Even Sumatran tiger habitat in protected areas such as the world-famous Tesso Nilo National Park has been virtually destroyed by encroachment for illegal palm oil production, and government officials acknowledge that protection for such areas exists only on paper, says Greenpeace International.
The study also points out that forested tiger habitat in licenced plantation concessions has no protection at all. One million hectares – 10 percent of all remaining forested tiger habitat – remained at risk of clearance in pulp and oil palm concessions in 2011.
Over the 2009-2011 period, pulpwood suppliers were responsible for a sixth of all forested tiger habitat loss. And during the same period, the palm oil sector cleared a quarter of the remaining tiger habitat in its concessions.
“These failures expose how unregulated and irresponsible expansion, notably of oil palm and pulp wood plantations, undermines the Indonesian government’s commitments to stop deforestation and to save the tiger and other endangered wildlife,” the study says.
Greenpeace also says its investigations have revealed that household names, including Colgate Palmolive, Mondelez International (formerly Kraft), Nestle Oil, Procter & Gamble, Reckitt Benckiser and a host of other companies are linked to Singapore-based Wilmar International Ltd and its international trade in dirty palm oil.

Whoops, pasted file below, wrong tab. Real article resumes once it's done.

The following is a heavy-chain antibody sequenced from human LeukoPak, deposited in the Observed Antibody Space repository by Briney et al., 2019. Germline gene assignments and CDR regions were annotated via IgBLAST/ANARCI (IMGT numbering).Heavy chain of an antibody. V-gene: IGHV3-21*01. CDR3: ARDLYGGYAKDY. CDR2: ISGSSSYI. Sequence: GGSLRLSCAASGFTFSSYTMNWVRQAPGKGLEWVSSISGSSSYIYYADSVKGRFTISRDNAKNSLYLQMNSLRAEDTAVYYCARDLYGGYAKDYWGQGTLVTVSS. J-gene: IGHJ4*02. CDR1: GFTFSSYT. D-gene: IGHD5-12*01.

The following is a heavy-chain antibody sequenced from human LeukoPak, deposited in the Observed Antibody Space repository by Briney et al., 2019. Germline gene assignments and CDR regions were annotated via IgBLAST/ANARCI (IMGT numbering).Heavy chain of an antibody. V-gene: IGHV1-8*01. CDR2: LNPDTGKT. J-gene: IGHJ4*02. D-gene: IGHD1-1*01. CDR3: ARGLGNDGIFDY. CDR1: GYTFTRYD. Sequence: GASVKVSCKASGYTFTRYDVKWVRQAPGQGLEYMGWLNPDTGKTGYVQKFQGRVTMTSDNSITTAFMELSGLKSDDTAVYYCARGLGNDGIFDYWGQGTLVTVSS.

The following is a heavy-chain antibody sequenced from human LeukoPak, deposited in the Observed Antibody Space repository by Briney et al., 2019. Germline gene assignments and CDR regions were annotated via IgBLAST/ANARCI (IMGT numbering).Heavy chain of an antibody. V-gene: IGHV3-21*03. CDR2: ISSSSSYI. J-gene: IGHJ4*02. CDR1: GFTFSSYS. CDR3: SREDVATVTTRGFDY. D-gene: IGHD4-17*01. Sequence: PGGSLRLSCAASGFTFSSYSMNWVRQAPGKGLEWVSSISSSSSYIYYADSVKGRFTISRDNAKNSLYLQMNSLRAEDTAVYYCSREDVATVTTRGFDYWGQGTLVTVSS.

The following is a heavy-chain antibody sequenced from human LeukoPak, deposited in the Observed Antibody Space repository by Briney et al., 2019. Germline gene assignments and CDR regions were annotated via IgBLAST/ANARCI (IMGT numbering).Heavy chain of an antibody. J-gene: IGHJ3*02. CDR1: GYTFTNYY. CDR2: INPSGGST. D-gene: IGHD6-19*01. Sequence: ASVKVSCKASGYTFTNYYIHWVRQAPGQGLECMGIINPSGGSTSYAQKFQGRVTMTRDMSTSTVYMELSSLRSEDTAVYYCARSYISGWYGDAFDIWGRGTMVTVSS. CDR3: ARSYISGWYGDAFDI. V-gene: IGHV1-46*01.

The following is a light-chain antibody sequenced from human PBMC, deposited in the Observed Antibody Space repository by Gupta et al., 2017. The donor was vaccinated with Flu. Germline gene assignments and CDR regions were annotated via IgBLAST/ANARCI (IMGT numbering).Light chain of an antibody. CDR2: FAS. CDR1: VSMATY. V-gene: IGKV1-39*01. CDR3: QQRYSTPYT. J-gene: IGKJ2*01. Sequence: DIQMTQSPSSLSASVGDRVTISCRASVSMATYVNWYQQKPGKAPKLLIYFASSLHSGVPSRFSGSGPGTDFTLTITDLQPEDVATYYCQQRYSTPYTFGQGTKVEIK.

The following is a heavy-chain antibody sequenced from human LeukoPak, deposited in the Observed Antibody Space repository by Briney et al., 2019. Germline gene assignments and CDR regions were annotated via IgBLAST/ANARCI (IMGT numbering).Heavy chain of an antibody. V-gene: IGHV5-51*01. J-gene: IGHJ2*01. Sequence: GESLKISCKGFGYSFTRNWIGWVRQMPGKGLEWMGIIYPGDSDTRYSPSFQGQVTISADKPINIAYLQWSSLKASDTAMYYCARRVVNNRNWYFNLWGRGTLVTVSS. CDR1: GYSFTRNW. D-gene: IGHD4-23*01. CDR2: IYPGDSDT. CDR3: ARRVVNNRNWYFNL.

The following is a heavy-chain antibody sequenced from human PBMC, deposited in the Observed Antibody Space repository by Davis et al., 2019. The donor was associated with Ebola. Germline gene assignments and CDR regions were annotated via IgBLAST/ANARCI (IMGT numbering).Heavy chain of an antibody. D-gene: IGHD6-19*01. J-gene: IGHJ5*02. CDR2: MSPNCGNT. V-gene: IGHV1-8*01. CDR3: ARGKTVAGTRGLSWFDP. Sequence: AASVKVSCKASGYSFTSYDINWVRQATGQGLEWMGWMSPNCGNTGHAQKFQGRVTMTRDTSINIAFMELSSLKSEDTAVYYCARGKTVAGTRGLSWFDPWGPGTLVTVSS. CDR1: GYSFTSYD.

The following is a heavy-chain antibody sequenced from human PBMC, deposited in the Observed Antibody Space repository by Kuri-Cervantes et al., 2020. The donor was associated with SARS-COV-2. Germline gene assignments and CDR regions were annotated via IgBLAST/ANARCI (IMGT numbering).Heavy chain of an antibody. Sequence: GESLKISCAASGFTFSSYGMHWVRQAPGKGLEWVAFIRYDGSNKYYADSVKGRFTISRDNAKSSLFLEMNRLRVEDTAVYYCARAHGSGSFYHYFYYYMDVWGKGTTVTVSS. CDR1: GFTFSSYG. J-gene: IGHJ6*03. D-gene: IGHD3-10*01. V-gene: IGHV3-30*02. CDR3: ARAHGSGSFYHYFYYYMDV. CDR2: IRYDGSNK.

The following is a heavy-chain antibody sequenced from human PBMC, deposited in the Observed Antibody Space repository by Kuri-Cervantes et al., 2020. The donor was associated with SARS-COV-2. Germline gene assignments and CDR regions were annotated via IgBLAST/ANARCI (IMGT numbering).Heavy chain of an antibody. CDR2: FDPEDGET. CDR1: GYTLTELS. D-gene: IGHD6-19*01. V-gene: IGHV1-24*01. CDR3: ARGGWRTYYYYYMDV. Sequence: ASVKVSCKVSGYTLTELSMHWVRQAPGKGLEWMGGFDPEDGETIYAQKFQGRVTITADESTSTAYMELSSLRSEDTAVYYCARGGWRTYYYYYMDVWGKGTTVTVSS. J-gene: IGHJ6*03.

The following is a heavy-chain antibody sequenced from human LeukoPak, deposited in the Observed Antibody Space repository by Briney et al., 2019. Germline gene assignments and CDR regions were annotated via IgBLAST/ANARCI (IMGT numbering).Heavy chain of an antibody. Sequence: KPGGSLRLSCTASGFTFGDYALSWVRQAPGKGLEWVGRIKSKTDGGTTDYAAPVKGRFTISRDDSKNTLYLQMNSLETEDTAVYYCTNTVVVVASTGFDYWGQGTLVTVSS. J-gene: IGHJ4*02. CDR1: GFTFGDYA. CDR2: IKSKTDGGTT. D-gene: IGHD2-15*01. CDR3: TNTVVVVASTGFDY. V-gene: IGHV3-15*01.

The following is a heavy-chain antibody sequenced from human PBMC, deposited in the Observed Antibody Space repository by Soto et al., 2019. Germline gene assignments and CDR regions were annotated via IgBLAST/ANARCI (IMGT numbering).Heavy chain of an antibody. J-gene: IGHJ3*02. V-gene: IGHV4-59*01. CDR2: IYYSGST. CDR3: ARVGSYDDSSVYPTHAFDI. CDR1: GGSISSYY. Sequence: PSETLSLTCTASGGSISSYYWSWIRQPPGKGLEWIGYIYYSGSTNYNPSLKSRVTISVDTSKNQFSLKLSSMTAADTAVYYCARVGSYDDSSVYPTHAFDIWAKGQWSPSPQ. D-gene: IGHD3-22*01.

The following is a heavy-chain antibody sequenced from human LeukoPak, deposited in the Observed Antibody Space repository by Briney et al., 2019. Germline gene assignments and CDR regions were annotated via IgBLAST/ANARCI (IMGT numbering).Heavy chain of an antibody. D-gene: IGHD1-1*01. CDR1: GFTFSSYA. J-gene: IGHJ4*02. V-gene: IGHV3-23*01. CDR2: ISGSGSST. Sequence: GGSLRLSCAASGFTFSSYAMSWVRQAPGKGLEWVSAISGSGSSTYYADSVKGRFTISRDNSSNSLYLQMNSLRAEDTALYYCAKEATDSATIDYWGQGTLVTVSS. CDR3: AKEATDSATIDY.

Wilmar is the world’s largest palm oil processor, accounting for over one-third of the global palm oil processing market and with a distribution network covering over 50 countries.
U.N. Secretary-General Ban Ki-moon points out that forests are vital for human well-being.
In a message for the International Day of Forests last March, Ban said forests cover nearly a third of the globe and provide an invaluable variety of social, economic and environmental benefits.
Three-fourths of freshwater comes from forested catchment areas. Forests stabilise slopes and prevent landslides, while also protecting coastal communities against tsunamis and storms.
More than three billion people use wood for fuel, some two billion people depend on forests for sustenance and income, and 750 million live within them, he added.
Ban also said forests are often at the frontlines of competing demands. Urbanisation and the consumption needs of growing populations are linked to deforestation for large-scale agriculture and the extraction of valuable timber, oil and minerals.
Often the roads that provide infrastructure for these enterprises ease access for other forest users, who can further exacerbate the rate of forest and biodiversity loss.
“We need now to intensify efforts to protect forests, including by incorporating them into the post-2015 development agenda and the sustainable development goals,” Ban noted.
“I urge governments, businesses and all sectors of society to commit to reducing deforestation, preventing forest degradation, reducing poverty and promoting sustainable livelihoods for all forest-dependent peoples,” he said.